Hong Kong documentary maker talks about building bridges with Chinese mainland
In June 2018, short film studio Arrow Factory posted a short documentary titled Hongkongers in Beijing on its Youtube channel. In the documentary, six Hong Kongers talked about what it’s like living in Beijing.
“There are good things about Beijing, and there are good things about Hong Kong. Why don’t we combine the good things together and make it all better?” said Liu Xiaohui, who moved to Beijing in 2003, in the video.
The roughly 13-minute-long video has more than half a million views and more than 5,000 comments. In the comments, many viewers talked about how touched they were by the video and expressed their hope for better understanding between people from Hong Kong and the mainland.
Kit Chung, who also appeared in the documentary, is the executive producer at Arrow Factory, which was founded under the umbrella of Chinese mainland news website Jiemian.
After getting his bachelor’s in filmmaking in a Taiwan based university in 2007, the young and adventurous Chung did not feel like returning to Hong Kong. Yearning for new possibilities, he set out to see the world.
“Beijing was about to host the Olympic Games in 2008. The world was all talking about Beijing. I had been there as a child. I knew the city. So I found a job opportunity that brought me here… My boss told me to give it a try for three months… Now I’ve been here for 11 years,” Chung told the Global Times.
Named after a hutong (a narrow alley) in Beijing, Arrow Factory was established by Chung and the other members in 2016. With its slogan “a youthful look at China,” the studio seeks to capture the diversity of individuals and groups in modern Chinese society. Chung said that he enjoys working in Beijing, which he considers an opportunity that cannot be found in other places. “Take Hong Kong for instance. If you have a video agency like this, due to the limit of its size, you probably won’t be able to find as many things to work on as with here,” he noted. “Yet, when you are working in the mainland, the people you face, the things you see are more diverse, which to some extent, will affect your way of thinking as well.”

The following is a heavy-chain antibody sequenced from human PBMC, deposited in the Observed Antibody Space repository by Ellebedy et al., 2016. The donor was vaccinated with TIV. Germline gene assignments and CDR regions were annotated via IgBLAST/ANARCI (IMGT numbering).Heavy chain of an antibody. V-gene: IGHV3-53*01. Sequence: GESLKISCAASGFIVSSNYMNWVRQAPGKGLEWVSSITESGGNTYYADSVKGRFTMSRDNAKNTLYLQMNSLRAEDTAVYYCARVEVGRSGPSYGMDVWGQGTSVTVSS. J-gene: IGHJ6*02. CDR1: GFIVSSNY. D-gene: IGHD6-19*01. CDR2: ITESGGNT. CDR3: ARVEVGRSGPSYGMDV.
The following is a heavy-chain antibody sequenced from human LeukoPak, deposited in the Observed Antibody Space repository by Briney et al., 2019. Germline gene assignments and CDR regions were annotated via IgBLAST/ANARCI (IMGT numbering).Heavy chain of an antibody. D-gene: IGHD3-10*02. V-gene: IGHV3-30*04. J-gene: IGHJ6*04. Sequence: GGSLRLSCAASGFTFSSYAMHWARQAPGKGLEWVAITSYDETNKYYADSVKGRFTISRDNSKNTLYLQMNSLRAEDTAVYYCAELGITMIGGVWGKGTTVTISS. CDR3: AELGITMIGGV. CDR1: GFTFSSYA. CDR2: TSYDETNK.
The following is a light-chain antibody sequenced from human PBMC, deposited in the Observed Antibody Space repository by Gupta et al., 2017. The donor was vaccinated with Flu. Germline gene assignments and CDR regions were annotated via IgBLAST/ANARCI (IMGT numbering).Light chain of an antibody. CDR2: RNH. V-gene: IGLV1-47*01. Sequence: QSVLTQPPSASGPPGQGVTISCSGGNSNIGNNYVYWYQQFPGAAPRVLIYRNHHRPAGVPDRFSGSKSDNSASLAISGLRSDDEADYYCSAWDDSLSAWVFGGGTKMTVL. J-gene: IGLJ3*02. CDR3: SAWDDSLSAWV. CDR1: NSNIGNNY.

Hong Kong family
At the end of the video is a note dedicating it to Chung’s father, who died several years ago.
Born in South China’s Guangdong Province, Chung’s father fled to Hong Kong during the tumult of the Cultural Revolution (1966-76). Chung’s mother was born in Taiwan. Her father named her Yi Xue, which means missing the snow, in memory of the cold snowy winters in their hometown of Shenyang in Northeast China.
“I was born in 1983. At that time, Hong Kong was still a British colony. We didn’t have the concept of a country when growing up. It didn’t exist. Yet we were also clear about how Hong Kong became a British colony due to the Opium War, which China lost. Subconsciously, I knew I was Chinese, but I didn’t think about things like this when I was a child. Before Hong Kong’s return to China in 1997, I felt like the mainland was a distant place,” Chung said.
Despite this, Chung’s family constantly reminded him of their bond with the mainland.
“My mother would often call us dongbeiren [people from Northeast China]… She actually wasn’t even born in Northeast China, but her side of the family saw themselves as dongbeiren. We still observe some traditions of the region. Like during the last Spring Festival, we had pickled cabbage stew, the really authentic kind,” said Chung.
Efforts to connect
Chung’s first visit to Beijing was at the age of 6 or 7.
“Back then, Hong Kong was already rather developed and crowded. When I arrived in Beijing, it was like a whole different world,” he said.
He recalled that the roads were wide, and there was a lot of bikes but very few cars. He couldn’t buy Coca Cola, or the snacks or candies that kids in Hong Kong liked. Crying, he told his mother that he wanted to go home at first. However, after playing with his cousin, who was around his age, he was very happy to be in Beijing.
While Chung can speak Putonghua (Standard Chinese) now, back then he only knew Cantonese, which made communicating with his Putonghuaspeaking cousin rather difficult.
“I remember that we put a lot of effort into talking with each other. It was easy for us to just play together, but once we tried to talk about more things, we had to start writing and drawing… I was writing in traditional Chinese characters and he was writing in simplified,” said Chung.
“Communication is not easy, especially between Hong Kong and the mainland. The mainland is so vast. People from the south do not understand northerners. People from the northwest do not understand dongbeiren,” Chung said.
“There should be more exchanges and communication between Hong Kong and the mainland. It should be from a cultural perspective and between people… Like gathering people who share the same passion for music or movies together and let them communicate. Once there are such opportunities, they all can actually become better friends,” he concluded.
A hutong in Beijing Below: Kit Chung